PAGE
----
“You’re twenty-five cents short, sir,” the cashier at Havana’s Villa Panamericana store said to me, noticing I had given her less money than I had to by mistake. I searched my wallet and pockets thoroughly and only found regular peso notes, what we refer to as “Cuban pesos” here.
By a strange twist of fate I am unaware of, my first trip abroad took me to the place I had wished to visit the most. This trip served to confirm something I already suspected: what I like most about Brazil is its sensual language and its boundless music. (26 photos)
As it turns out, it seems everyone who leaves Cuba is having a rough time. Many of my old friends kept in touch and sent me the occasional email shortly after leaving, but, a few months later, next to no one writes me. When they do write, their messages are brief and do not offer much information about how they’re doing.
Today, my memories take me back to a certain figure that was a common sight in Cuba’s countryside before the revolution. I am referring to “wanderers.” These were people who, tired of looking for a job and going hungry – having lost their homes because they were unable to pay the rent – had no other choice but to become beggars.
I wonder what kind of debate we would have if everyone exposed what they are protecting from the word go, where everyone was aware of their unavowed commitments, and whether that could be a point of departure for change, beyond cyberspace, in the tangible Cuba.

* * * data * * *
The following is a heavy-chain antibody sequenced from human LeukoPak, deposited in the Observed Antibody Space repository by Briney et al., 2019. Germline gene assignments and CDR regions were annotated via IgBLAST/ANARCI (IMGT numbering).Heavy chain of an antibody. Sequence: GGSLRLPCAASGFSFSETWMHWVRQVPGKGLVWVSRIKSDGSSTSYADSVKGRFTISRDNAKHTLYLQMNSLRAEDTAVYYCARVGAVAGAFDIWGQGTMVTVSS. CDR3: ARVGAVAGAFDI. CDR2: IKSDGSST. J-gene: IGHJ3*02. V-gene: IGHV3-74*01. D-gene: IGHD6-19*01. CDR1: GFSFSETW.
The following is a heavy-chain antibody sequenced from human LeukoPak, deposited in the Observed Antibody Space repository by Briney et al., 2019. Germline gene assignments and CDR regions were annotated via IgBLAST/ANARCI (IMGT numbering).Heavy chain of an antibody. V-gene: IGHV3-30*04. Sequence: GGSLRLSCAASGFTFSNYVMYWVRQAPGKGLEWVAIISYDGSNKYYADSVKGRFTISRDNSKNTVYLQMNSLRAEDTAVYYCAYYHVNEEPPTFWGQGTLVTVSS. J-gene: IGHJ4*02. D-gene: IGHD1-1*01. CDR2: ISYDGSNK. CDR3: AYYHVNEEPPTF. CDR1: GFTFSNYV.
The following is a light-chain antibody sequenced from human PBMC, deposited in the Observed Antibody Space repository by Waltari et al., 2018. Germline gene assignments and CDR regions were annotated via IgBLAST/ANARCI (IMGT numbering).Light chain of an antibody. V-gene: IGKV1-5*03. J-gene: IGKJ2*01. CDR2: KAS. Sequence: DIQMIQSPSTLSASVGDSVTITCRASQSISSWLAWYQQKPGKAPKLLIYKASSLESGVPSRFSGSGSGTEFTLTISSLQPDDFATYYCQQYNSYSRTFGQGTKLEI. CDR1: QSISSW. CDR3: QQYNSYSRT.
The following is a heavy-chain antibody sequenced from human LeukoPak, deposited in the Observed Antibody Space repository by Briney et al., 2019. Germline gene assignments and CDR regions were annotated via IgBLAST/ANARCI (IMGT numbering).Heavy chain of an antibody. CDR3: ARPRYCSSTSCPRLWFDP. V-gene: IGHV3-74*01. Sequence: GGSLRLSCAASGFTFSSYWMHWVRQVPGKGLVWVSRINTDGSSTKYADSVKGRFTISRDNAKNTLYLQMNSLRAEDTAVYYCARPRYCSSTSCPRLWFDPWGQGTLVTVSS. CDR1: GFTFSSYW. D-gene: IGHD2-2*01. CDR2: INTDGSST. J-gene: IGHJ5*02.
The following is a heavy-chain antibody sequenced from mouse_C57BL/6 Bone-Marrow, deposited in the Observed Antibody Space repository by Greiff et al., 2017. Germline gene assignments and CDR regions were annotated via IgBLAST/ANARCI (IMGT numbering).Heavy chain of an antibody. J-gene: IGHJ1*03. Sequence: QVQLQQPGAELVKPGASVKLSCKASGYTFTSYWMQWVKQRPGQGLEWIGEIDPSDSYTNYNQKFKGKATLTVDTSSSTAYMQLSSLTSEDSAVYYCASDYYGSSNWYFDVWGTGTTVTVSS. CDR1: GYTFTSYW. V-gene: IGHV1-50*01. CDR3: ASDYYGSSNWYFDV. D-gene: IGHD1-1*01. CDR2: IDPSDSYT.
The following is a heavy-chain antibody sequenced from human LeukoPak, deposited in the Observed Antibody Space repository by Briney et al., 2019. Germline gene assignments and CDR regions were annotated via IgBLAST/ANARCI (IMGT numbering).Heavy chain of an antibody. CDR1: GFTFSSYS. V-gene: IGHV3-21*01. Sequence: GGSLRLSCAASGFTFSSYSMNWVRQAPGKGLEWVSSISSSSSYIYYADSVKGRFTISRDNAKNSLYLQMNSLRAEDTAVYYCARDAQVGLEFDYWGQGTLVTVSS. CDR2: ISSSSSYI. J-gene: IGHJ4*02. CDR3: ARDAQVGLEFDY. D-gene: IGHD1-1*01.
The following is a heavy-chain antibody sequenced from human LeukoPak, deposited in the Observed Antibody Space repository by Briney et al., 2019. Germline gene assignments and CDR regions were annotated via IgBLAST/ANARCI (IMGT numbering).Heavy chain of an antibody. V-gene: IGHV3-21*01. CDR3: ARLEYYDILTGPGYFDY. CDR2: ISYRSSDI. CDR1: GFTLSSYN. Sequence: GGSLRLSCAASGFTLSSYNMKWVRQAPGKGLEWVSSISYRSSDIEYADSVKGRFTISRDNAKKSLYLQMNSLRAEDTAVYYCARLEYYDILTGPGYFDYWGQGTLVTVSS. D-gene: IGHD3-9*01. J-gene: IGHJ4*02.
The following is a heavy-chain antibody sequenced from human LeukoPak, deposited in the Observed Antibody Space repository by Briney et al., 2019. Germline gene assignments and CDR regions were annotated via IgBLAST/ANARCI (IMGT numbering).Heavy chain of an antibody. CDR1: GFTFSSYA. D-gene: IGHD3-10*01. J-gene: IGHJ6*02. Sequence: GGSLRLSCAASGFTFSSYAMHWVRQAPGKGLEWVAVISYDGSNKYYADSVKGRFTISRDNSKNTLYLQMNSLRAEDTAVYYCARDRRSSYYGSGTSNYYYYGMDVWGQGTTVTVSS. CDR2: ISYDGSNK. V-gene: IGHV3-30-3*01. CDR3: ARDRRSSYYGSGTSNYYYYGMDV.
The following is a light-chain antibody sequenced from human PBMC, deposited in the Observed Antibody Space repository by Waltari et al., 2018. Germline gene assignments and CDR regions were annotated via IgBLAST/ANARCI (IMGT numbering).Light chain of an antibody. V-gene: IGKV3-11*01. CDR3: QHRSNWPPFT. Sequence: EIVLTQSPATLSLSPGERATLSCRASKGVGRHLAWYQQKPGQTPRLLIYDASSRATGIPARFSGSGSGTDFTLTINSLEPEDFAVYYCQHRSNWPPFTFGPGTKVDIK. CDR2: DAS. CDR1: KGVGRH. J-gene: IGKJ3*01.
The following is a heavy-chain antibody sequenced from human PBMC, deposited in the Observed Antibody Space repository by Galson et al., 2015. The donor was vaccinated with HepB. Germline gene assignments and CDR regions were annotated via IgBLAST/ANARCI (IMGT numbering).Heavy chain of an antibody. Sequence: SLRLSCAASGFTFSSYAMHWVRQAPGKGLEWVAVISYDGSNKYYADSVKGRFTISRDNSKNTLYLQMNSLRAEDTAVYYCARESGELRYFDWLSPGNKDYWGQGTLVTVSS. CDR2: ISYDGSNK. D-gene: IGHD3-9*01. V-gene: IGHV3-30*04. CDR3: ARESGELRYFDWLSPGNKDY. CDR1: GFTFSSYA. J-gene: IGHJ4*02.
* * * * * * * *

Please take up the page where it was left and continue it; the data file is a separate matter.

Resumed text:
Until some time ago, I thought everyone got the same daily bread roll in Havana. Then I discovered that I was wrong: the quality of the bread one gets depends on where one lives. This is not officially established, of course, but it happens this way in practice.
She has high blood pressure and has a blood pressure monitor on a small table next to the door to her house, in case she has to leave for the hospital in a rush. She checks her blood pressure obsessively several times a day.
We hadn’t seen one another in several years. I ran into him on Obispo street in Old Havana as I was coming out of work. We started talking after the initial surprise wore off. We talked for two hours. Among other things, he told me he’d been giving piano lessons to young people in Boyeros for ten years.
A sign calling amateur artists to participate in a “Cuban music” competition (inclusive of “traditional songs, son, ballads, boleros and guarachas”) explicitly excludes rap and reggaeton as eligible genres. The organizers of the contest are evidently clear on what qualifies as “Cuban” music and what does not.
I haven’t felt the inclination to write about my experiences among Venezuelans for some time now. When one’s happy, you see, one tends to forget everything else. And I couldn’t be happier, because, in addition to the joy I always feel, I now I have the joy of feeling right at home, feeling as though I were in Cuba, that is.